Pure-Chance Jobs versus a Labor Market: The Impact on Careers of a Random Serial Dictatorship for First Job Seekers
AbstractDo workers' first jobs affect their careers? Do such first-job effects (FJEs) vary across worker types? If so, can policy improve upon a "free" labor market by altering initial worker-employer matches? We study these questions using Norway's pre–2013 system of assigning doctors to their first job—residencies—through a random serial dictatorship. This generated individual-level variation in workers' choice sets over employers, which we use as instrumental variables to estimate FJEs. We then decompose workers' preferences over first employers into FJEs-on-earnings and employer "amenity value" components, showing how matches and worker welfare changed in the post–2013 decentralized labor market.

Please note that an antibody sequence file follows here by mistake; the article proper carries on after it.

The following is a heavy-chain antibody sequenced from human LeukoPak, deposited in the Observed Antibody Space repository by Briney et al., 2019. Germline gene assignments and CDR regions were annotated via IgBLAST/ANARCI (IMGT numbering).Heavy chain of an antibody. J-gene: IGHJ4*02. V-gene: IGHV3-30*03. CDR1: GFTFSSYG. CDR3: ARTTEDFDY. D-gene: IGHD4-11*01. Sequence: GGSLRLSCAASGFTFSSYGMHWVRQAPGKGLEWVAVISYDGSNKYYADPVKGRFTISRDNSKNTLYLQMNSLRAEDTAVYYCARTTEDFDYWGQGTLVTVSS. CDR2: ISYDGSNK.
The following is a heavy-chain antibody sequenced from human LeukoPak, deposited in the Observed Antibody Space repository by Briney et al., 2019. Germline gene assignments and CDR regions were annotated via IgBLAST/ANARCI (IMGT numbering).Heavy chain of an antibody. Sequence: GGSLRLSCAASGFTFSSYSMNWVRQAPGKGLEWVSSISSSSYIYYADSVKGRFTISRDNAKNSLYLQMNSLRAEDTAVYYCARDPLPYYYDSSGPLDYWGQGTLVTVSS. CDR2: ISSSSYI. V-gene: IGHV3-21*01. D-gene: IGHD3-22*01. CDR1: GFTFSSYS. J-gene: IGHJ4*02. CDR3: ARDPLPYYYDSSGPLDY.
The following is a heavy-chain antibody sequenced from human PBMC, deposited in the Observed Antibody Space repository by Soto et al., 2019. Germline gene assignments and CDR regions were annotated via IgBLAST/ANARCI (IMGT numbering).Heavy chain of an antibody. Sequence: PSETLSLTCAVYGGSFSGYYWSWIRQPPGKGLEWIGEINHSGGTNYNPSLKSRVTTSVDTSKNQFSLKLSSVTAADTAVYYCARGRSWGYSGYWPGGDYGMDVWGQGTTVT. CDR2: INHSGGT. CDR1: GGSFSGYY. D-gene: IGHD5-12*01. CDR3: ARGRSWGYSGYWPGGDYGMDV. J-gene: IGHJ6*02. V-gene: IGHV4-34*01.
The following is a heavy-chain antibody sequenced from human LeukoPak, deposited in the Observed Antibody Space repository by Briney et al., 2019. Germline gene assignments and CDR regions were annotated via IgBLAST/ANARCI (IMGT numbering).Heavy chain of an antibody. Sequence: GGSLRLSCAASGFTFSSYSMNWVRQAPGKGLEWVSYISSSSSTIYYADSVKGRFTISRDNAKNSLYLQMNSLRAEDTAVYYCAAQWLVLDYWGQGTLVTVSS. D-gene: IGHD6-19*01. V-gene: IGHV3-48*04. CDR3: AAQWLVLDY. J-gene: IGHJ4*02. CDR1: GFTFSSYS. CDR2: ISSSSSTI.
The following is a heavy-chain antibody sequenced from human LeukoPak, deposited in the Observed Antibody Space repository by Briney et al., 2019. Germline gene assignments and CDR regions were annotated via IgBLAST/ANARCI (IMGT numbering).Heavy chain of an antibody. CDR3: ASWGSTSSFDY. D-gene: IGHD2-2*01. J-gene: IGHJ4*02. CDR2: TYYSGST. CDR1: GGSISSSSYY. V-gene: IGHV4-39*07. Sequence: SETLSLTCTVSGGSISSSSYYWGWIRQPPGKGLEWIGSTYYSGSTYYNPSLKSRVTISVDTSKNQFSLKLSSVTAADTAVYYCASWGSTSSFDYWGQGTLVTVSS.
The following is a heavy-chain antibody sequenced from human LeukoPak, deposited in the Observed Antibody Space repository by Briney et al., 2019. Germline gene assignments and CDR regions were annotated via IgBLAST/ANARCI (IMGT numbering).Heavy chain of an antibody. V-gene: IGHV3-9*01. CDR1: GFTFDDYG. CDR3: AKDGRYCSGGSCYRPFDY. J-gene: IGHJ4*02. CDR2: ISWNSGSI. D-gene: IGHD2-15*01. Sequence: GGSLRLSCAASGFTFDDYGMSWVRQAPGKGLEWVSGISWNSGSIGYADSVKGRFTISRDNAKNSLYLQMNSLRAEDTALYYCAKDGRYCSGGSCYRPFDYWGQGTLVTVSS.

CitationArora, Ashna, Leonard Goff, and Jonas Hjort. 2021. "Pure-Chance Jobs versus a Labor Market: The Impact on Careers of a Random Serial Dictatorship for First Job Seekers." AEA Papers and Proceedings, 111: 470-75. DOI: 10.1257/pandp.20211010
- J41 Labor Contracts
- J44 Professional Labor Markets; Occupational Licensing
- I11 Analysis of Health Care Markets